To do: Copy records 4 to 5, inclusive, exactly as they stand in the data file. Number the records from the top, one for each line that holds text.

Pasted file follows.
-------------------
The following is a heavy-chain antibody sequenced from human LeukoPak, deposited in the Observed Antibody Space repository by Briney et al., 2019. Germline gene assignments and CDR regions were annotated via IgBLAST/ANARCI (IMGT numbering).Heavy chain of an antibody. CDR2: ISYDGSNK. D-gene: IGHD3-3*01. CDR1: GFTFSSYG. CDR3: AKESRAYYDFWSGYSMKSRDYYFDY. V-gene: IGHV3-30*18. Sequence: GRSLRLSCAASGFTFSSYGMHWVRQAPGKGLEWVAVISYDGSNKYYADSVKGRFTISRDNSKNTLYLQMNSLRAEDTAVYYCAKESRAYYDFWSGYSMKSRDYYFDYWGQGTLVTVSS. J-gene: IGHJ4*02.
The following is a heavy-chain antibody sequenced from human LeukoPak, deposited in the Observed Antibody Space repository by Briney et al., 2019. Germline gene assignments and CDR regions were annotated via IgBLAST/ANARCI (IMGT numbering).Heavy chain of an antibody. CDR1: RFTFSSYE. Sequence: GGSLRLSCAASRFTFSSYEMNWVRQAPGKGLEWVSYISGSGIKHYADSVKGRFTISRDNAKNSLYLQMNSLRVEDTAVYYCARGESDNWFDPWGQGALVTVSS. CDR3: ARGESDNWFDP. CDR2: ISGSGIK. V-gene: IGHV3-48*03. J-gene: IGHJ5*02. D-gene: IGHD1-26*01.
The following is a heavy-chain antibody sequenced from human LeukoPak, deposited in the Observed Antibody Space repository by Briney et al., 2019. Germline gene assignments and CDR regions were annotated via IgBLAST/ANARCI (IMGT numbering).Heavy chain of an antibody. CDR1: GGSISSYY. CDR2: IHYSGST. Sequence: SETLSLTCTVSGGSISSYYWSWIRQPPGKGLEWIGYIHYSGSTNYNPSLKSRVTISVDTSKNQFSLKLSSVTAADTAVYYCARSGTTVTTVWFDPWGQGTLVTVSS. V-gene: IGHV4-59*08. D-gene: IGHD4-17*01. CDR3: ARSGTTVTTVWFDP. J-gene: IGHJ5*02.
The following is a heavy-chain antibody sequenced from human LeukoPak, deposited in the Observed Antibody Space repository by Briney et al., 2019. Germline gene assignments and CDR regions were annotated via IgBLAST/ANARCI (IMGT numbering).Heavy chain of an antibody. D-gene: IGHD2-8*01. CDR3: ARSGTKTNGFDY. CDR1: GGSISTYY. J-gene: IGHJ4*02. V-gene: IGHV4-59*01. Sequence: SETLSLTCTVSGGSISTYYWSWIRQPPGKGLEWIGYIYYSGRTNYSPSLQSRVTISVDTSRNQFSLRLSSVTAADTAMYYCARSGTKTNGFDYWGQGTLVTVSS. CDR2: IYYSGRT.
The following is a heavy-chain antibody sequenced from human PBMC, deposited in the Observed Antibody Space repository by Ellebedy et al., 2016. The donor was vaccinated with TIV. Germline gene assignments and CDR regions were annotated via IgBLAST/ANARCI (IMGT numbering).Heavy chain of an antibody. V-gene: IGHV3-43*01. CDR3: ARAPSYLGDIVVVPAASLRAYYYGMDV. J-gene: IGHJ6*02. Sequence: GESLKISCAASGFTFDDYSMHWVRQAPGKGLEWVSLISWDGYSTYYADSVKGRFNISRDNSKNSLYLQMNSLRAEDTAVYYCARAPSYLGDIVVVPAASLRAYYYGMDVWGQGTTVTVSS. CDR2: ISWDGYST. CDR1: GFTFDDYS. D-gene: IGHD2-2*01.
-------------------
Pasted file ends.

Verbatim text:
The following is a heavy-chain antibody sequenced from human LeukoPak, deposited in the Observed Antibody Space repository by Briney et al., 2019. Germline gene assignments and CDR regions were annotated via IgBLAST/ANARCI (IMGT numbering).Heavy chain of an antibody. D-gene: IGHD2-8*01. CDR3: ARSGTKTNGFDY. CDR1: GGSISTYY. J-gene: IGHJ4*02. V-gene: IGHV4-59*01. Sequence: SETLSLTCTVSGGSISTYYWSWIRQPPGKGLEWIGYIYYSGRTNYSPSLQSRVTISVDTSRNQFSLRLSSVTAADTAMYYCARSGTKTNGFDYWGQGTLVTVSS. CDR2: IYYSGRT.
The following is a heavy-chain antibody sequenced from human PBMC, deposited in the Observed Antibody Space repository by Ellebedy et al., 2016. The donor was vaccinated with TIV. Germline gene assignments and CDR regions were annotated via IgBLAST/ANARCI (IMGT numbering).Heavy chain of an antibody. V-gene: IGHV3-43*01. CDR3: ARAPSYLGDIVVVPAASLRAYYYGMDV. J-gene: IGHJ6*02. Sequence: GESLKISCAASGFTFDDYSMHWVRQAPGKGLEWVSLISWDGYSTYYADSVKGRFNISRDNSKNSLYLQMNSLRAEDTAVYYCARAPSYLGDIVVVPAASLRAYYYGMDVWGQGTTVTVSS. CDR2: ISWDGYST. CDR1: GFTFDDYS. D-gene: IGHD2-2*01.